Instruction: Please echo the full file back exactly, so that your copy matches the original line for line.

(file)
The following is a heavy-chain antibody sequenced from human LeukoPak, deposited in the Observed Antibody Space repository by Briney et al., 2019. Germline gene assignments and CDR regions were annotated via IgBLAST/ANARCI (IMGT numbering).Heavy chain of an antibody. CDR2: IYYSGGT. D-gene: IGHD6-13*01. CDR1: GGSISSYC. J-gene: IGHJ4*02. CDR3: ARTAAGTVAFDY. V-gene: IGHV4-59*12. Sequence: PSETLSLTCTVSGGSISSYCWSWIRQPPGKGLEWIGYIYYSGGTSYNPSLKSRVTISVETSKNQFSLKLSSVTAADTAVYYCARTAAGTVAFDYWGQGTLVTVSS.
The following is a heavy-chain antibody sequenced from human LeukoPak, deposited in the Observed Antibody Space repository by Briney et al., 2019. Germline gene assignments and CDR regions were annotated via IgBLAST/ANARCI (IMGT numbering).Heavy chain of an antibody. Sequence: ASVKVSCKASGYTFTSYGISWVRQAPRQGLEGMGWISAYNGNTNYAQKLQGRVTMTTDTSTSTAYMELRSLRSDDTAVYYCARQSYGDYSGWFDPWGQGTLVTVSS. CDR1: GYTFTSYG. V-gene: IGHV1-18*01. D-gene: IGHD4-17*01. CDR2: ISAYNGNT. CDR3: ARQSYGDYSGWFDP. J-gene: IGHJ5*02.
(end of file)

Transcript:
The following is a heavy-chain antibody sequenced from human LeukoPak, deposited in the Observed Antibody Space repository by Briney et al., 2019. Germline gene assignments and CDR regions were annotated via IgBLAST/ANARCI (IMGT numbering).Heavy chain of an antibody. CDR2: IYYSGGT. D-gene: IGHD6-13*01. CDR1: GGSISSYC. J-gene: IGHJ4*02. CDR3: ARTAAGTVAFDY. V-gene: IGHV4-59*12. Sequence: PSETLSLTCTVSGGSISSYCWSWIRQPPGKGLEWIGYIYYSGGTSYNPSLKSRVTISVETSKNQFSLKLSSVTAADTAVYYCARTAAGTVAFDYWGQGTLVTVSS.
The following is a heavy-chain antibody sequenced from human LeukoPak, deposited in the Observed Antibody Space repository by Briney et al., 2019. Germline gene assignments and CDR regions were annotated via IgBLAST/ANARCI (IMGT numbering).Heavy chain of an antibody. Sequence: ASVKVSCKASGYTFTSYGISWVRQAPRQGLEGMGWISAYNGNTNYAQKLQGRVTMTTDTSTSTAYMELRSLRSDDTAVYYCARQSYGDYSGWFDPWGQGTLVTVSS. CDR1: GYTFTSYG. V-gene: IGHV1-18*01. D-gene: IGHD4-17*01. CDR2: ISAYNGNT. CDR3: ARQSYGDYSGWFDP. J-gene: IGHJ5*02.